drank Oolong Hairy Crab by Tea Trekker
64 tasting notes

When I first learned about this tea, I was instantly intrigued. I just had to try some. The name and lore behind the tea was so different. So, when I visited Tea Trekker a few weeks ago, this oolong was the first on my list. I’ve had it a few times so far gong fu style, experimenting with the amount of leaves. About 3.5 to 4 grams in a 100ml gaiwan seems to grant the best results.

The leaves give off a scent of fresh hay and minerals, with a very subtle dried fruit aroma when dry, and a fresh and clean organic green scent with hints of flowers and what I finally came to describe as a sweet, mossy smell when wet. First inhaling the dried leaves, I didn’t think I was going to get any floral qualities at all from this tea. I was almost correct. This tea is certainly not like a tieguanyin with its intensely floral qualities, although it does possess some. No, what Mao Xie brings to the cup is something I can only describe as “briney.” Now, I may be getting carried away by the name of “hairy crab,” but I think this is a perfect example of the influence of terroir on taste. Mao Xie is grown on the Fujian Province’s coast throughout a long growing season, which probably has something to do with the slight mineral taste that blends oh so well with the relaxed floral tones and and humble sweetness that sometimes reminds me of saltwater taffy. Whenever I drink this tea, images of the beach and ocean mist always waft through my mind. Upon cooling though, the liquor does assume a thicker, salty/sour taste that can be somewhat unpalatable, but this is probably my only real complaint.

The liquor has a nice golden-green color and a soft, medium body. After a sip, the flavor rolls through the mouth in small, long waves. There isn’t really any “burst” of flavor, but with this tea there doesn’t need to be. It’s strength is that it has depth of flavor (instead of strong flavors) which spreads wide, lingers pleasantly, and fades slowly. Definitely a unique tea.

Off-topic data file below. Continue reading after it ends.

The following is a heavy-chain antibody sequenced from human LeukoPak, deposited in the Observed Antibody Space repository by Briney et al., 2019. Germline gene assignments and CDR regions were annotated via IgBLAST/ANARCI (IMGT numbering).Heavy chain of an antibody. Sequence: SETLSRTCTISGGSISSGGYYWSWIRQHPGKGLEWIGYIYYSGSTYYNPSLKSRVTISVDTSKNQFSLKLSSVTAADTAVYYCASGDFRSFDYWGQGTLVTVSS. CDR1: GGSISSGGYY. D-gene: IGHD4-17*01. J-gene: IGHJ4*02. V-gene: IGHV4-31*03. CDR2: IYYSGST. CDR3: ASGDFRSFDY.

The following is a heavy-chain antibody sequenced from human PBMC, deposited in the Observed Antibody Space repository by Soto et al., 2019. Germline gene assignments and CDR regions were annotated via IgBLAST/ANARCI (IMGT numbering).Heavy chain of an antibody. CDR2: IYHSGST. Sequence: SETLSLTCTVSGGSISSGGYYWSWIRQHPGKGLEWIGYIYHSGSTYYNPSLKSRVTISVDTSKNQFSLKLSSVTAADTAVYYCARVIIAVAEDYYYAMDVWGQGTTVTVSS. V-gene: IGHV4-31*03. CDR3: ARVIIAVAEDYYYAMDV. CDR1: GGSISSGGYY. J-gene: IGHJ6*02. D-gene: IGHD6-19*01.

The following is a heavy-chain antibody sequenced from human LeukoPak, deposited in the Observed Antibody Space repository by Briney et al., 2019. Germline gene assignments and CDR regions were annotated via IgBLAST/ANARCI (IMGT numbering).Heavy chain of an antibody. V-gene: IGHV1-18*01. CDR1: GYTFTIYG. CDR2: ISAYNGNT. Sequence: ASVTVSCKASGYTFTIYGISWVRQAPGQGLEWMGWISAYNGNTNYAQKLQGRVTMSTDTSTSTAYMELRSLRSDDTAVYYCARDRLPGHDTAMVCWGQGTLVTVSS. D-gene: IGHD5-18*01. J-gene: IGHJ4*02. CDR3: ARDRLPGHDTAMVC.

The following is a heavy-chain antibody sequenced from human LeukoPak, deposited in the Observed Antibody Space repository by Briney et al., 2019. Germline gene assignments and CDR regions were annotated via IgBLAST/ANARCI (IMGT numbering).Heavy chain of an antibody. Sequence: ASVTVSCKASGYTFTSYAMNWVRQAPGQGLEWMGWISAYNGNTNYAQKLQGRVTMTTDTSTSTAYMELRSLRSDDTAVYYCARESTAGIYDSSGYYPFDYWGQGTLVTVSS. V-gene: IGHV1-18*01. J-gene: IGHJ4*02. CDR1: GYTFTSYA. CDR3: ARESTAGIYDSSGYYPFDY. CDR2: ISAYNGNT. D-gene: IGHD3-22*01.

185 °F / 85 °C

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I’m fanatic about all things tea-related. Lately, I’ve been fascinated with Wuyi yancha, aged Taiwanese oolongs, and sheng pu’ercha. Nearly all of my sessions as of late are performed gong fu, with pu’er tastings comprising probably eighty percent of them. My collection of pu’ercha is small, but growing steadily. Much of the specimens I drink daily are various samples, although I dig into a cake every so often.

I love trying new teas and I am always learning all I can about the world of tea. Hence, I spend a majority of the time I devote to tea either drinking, writing notes in my journal, or reading. But mostly drinking, as I think it should be. Since I have handwritten logs of everything I drink, I cannot usually find the extra time to log my notes here, and unfortunately my online log is underrepresented.

When drinking, I look for a tea that presents a unique experience, something that involves every sense and provides intrigue in every aspect throughout steeps. I search for teas with balanced complexity and something that makes me keep reaching for my cup. I yearn to find all the positives a tea possesses and every subtle nuance hiding among the leaves. I try to be detailed in my notes and deliver a more comprehensive view of the tea, paying attention to things other than simply flavors and qualitative aspects of aroma, such as the form of the liquor and its development in the mouth. Things like this are much easier to compare between teas, as I find them to be more consistent between sessions, and also make distinctions between a good and mediocre tea easier to make.

Adagio UtiliTEA electric kettle.
For gong fu, a 100 mL porcelain gaiwan and a 100mL Yixing di cao qing xi shi pot dedicated to mostly young sheng pu’er.
I drink all green teas in small (maybe 450mL) glass tumblers in the traditional style, with off-boiling water.


Fort Myers, Florida

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